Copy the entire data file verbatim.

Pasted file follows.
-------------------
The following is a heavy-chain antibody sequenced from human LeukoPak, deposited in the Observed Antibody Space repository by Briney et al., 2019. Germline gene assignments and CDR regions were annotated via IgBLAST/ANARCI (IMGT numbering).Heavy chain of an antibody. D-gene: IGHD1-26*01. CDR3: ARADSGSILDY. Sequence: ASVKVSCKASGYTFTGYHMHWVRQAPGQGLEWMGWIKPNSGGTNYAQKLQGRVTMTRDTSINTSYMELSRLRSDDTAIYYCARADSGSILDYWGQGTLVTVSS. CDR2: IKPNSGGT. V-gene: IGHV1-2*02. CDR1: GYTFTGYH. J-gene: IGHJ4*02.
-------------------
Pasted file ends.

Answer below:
The following is a heavy-chain antibody sequenced from human LeukoPak, deposited in the Observed Antibody Space repository by Briney et al., 2019. Germline gene assignments and CDR regions were annotated via IgBLAST/ANARCI (IMGT numbering).Heavy chain of an antibody. D-gene: IGHD1-26*01. CDR3: ARADSGSILDY. Sequence: ASVKVSCKASGYTFTGYHMHWVRQAPGQGLEWMGWIKPNSGGTNYAQKLQGRVTMTRDTSINTSYMELSRLRSDDTAIYYCARADSGSILDYWGQGTLVTVSS. CDR2: IKPNSGGT. V-gene: IGHV1-2*02. CDR1: GYTFTGYH. J-gene: IGHJ4*02.